Social StudiesAccording to the National Council for the Social Studies, the social studies cover the "integrated study of the social sciences and humanities to promote civic competence." Social studies is commonly recognized as a course or set of courses taught in the K-12 grade range, but may also refer to the study of post secondary aspects of human society. Social studies courses may be interdisciplinary and draw upon various fields, including sociology but also political science, history, economics, religious studies, geography, psychology, anthropology, and civics. At the elementary school level, social studies generally focuses first on the local community and family. By middle and high school, the social studies curriculum becomes more discipline-based and content-specific. OPEN NH courses in the social studies content areas deal with both social studies content and the supporting pedagogy necessary to teach them effectively.
National Council for the Social Studies
New Hampshire Council for the Social Studies


This course will enable teachers to move beyond history textbooks to use primary sources and web-based lessons to make history come alive for their students. Participants will explore exemplary websites, learn how to integrate primary sources into different parts of instruction, discover a wide array of online resources, and learn how to find and create WebQuests. Peer support and feedback will enable all participants to become comfortable with online resources and primary sources. By the end of the course, each participant will have a selection of primary sources, online resources, and lesson ideas to implement into their curricula.


This workshop is designed to familiarize participants with the resources available to them on the World Wide Web for the purpose of guiding their students on a "field trip" using Internet resources to provide as authentic an experience as possible without really going there. Throughout this six week workshop websites will be explored and analyzed for their usefulness. Participants will become familiar with tools available via the World Wide Web to support the journey. Consideration will be made to ensure alignment with the Massachusetts State Frameworks. Each participant will leave the online workshop with a detailed lesson plan suitable for the classroom.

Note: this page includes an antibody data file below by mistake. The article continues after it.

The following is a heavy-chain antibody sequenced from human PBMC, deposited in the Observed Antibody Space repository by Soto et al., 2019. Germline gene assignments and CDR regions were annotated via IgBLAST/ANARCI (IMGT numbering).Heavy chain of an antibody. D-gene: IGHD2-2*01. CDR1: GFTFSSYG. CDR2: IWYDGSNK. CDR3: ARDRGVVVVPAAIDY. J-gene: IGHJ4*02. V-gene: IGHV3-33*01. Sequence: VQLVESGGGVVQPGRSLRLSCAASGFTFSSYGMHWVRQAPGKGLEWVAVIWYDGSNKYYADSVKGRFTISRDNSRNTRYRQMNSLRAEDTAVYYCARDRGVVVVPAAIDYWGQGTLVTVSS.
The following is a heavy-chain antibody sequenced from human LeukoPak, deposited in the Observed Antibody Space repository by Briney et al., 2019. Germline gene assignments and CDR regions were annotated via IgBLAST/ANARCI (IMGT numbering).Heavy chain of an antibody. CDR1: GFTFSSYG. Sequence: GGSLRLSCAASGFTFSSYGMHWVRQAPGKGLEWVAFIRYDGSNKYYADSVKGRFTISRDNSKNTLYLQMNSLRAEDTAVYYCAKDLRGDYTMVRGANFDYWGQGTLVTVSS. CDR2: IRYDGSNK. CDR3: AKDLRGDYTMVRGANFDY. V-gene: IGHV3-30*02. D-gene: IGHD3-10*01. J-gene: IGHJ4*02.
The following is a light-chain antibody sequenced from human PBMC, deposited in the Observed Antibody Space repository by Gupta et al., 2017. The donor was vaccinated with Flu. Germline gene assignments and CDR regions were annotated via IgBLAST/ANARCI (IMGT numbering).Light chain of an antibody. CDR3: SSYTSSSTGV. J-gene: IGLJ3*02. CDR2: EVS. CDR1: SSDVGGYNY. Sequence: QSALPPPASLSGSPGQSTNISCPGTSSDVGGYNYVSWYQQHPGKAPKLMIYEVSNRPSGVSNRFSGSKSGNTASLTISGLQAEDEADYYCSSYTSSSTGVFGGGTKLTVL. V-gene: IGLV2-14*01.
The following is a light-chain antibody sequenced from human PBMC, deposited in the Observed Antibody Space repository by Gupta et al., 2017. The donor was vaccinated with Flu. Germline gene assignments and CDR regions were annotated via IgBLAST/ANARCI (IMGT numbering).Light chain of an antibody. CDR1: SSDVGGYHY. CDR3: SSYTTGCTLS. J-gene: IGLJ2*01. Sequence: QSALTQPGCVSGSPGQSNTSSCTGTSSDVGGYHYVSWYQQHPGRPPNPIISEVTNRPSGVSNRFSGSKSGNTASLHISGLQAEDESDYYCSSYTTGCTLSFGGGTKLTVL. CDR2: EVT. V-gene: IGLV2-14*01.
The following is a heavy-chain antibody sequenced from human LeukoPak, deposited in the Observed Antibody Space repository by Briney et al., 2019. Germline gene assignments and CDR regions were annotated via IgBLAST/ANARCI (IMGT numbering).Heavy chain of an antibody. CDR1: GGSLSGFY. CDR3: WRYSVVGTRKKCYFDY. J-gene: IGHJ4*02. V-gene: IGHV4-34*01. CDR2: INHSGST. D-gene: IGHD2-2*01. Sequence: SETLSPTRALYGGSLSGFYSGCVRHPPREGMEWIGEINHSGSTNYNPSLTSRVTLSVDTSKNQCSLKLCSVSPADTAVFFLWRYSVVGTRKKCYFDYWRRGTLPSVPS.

Addressing the individual learning styles of students can be a challenge for teachers. The World Wide Web contains a vast number of resources to assist teachers in understanding and planning for the different avenues through which students learn best. Participants in this workshop will review a range of web sites providing information about learning theory related to learning styles and multiple intelligences, as well as resources to assist teachers in both identifying students' learning styles and intelligences and engaging students in activities which best suit those styles and intelligences. Participants will become familiar with teaching strategies and tools targeted for each learning style and intelligence and develop a preliminary lesson plan using those strategies and tools.

This course will enable teachers to move beyond history textbooks to use primary sources and web-based lessons to make history come alive for their students. Participants will explore exemplary websites, learn how to integrate primary sources into different parts of instruction, discover a wide array of online resources, and learn how to find and create WebQuests. Peer support and feedback will enable all participants to become comfortable with online resources and primary sources. By the end of the course, each participant will have a selection of primary sources, online resources, and lesson ideas to implement into their curricula.

This course will enable teachers to move beyond history textbooks to use primary sources and web-based lessons to make history come alive for their students. Participants will explore exemplary websites, learn how to integrate primary sources into different parts of instruction, discover a wide array of online resources, and learn how to find and create WebQuests. Peer support and feedback will enable all participants to become comfortable with online resources and primary sources. By the end of the course, each participant will have a selection of primary sources, online resources, and lesson ideas to implement into their curricula.

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